What no one with Crohn’s wants to talk about

Courtesy of CrohnsAnonymous.com

According to CrohnsDisease.com, about 80% of people with Crohn’s disease will have a perianal abscess at least once. However, like ostomy’s, who wants to talk about that, right? It might be the best-kept secret in the Crohn’s disease community. But if it’s part of your disease, you have to find a way to accept it and move on with life. If you have had one of these, you may know what I mean.

Personally, I have been put under the knife well over 20 times in 11 years due to perianal Crohn’s disease, not counting the small bowel resection surgeries. Somewhere along the line, I stopped caring what other people thought about it. In hindsight, I’m glad all of that happened because it fueled my curiosity about medicine. Yes. It sounds like an exaggeration. I assure you, it is not. I’ve got a bit of evidence here in my medical chart, from which I will share some of the highlights.

 

                                               ⚠️CONTENT WARNING⚠️

•  Reader, I feel that I must warn you that the following includes details from a real surgical procedure, contains rather graphic material and is probably not suitable for children, or anyone with a weak stomach. There is a good reason that perianal/perirectal abscess/fistulae aren’t commonly discussed in the Crohn’s/IBD community. So, unless you truly are curious, or you or someone close to you is in a similar situation, looking at having a similar surgery, or have been through similar procedures, it is probably best you not read it. •

 

Operative Notes/Discharge Summary

 

Date of Admission: 01/28/08
Date of Operation: 01/28/08
Date of Discharge: 01/30/08

Pre-operative Diagnosis:
1. Crohn’s disease
2. Right perirectal abscess

Admission Diagnosis:
1. Crohn’s disease
2. Large right buttock abscess

Post-Operative Diagnosis:
1. Crohn’s disease
2. Right ischial rectal abscess

Procedure:
1. Incision and drainage of abscess with cultures
2. Anorectal examination under anesthesia
3. Rigid proctoscopy

Anesthesia:
General endotracheal and local infiltration…bupivacaine…

general-anesthesia

generalendoanesthesia1

Read more about general endotracheal anesthesia

 

Description of Procedure (surgeon):

The patient is a 19-year-old young man with Crohn’s disease which has affected the ileocecal region and the anus and perianal regions. In June of last year, he underwent anorectal examination under anesthesia with drainage of abscess, debridement and delineation of fistulae tracts and placement of draining noncutting setons. For a period of time, he did very well but he was readmitted in the wee hours of this morning with a large right ischial abscess. Unasyn was begun and plans were made to bring him to the operating room for definitive treatment.

Description of Procedure (hospital):
General endotracheal anesthesia was established and the patient was placed into the prone jackknife position on the operating table.

 

Hospital Course (hospital): 
The patient was admitted, made n.p.o. and I.V. fluids were started. *Patient Controlled Analgesia (PCA) (I.V.) Dilaudid (hydromorphone) was also started for pain control. Unasyn was started as an I.V. antibiotic. Later that same day he was taken to the operating room where he underwent the following procedure…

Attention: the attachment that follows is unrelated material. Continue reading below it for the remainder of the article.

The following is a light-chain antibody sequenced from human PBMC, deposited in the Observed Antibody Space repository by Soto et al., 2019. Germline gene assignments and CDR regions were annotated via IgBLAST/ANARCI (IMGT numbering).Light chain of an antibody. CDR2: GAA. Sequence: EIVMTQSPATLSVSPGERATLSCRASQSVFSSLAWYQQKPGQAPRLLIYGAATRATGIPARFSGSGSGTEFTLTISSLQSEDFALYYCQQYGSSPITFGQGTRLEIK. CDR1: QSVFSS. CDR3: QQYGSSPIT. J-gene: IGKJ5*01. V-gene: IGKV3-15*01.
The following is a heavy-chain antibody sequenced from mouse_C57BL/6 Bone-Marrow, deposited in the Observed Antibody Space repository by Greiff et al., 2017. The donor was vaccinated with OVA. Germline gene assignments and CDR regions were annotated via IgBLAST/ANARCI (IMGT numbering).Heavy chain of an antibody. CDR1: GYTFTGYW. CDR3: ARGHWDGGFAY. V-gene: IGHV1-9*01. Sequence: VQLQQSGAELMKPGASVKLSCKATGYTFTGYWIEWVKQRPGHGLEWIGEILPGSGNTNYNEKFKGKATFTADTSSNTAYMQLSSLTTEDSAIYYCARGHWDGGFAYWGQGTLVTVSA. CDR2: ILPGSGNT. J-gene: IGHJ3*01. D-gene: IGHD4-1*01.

*Patient Controlled Analgesia (PCA) is a device that delivers a doctor prescribed, pre-set dose of pain medications like Dilaudid, morphine, Demerol and fentanyl directly into the patients vein via I.V. that the patient controls by pressing a button when the patient needs a dose of pain medication. After the button is pressed, a set lock pcapmp2out time must pass before the patient can press the button again, delivering more medication. This is now being used more often than I.V. “drips” when it comes to pain control because PCA Pumps are less likely to cause over medication issues, such as sedation and other adverse reactions.

 

 

Findings:
(CONTENT WARNING: THE FOLLOWING CONTAINS GRAPHIC MATERIAL)

The abscess was fairly large and deeply located in the right ischial rectal fossa somewhat posteriorly. When the abscess was incised, a fairly large amount of dark, bloody malodorous pus under pressure was decompressed. The anterior perianal region which had been the site of the most severe previous Crohn’s involvement is very well healed and no longer inflamed. The draining noncutting setons, which are currently in position, appear to be just submucosal and quite shallow at this point. They do not appear to involve muscle tissue. The left buttock was normal and uninflamed. Rigid proctoscopy to 15 cm showed mild inflammation of the mucosa as manifested by areas of mild patchy erythema. There was no mucosal edema or granular appearance. No ulceration. No mucusy discharge and no friability.

[End of operative report/discharge summary]

Here’s some more information on perianal (Crohn’s) disease from #inflammatoryboweldisease.net

If anyone has any questions or would like to know more from a personal standpoint, just ask via comment, call 1 877-284-4849 [x101] or email contact@ibdanonymous.com –

 

 

 

Leave a Reply

Fill in your details below or click an icon to log in:

WordPress.com Logo

You are commenting using your WordPress.com account. Log Out /  Change )

Google+ photo

You are commenting using your Google+ account. Log Out /  Change )

Twitter picture

You are commenting using your Twitter account. Log Out /  Change )

Facebook photo

You are commenting using your Facebook account. Log Out /  Change )

Connecting to %s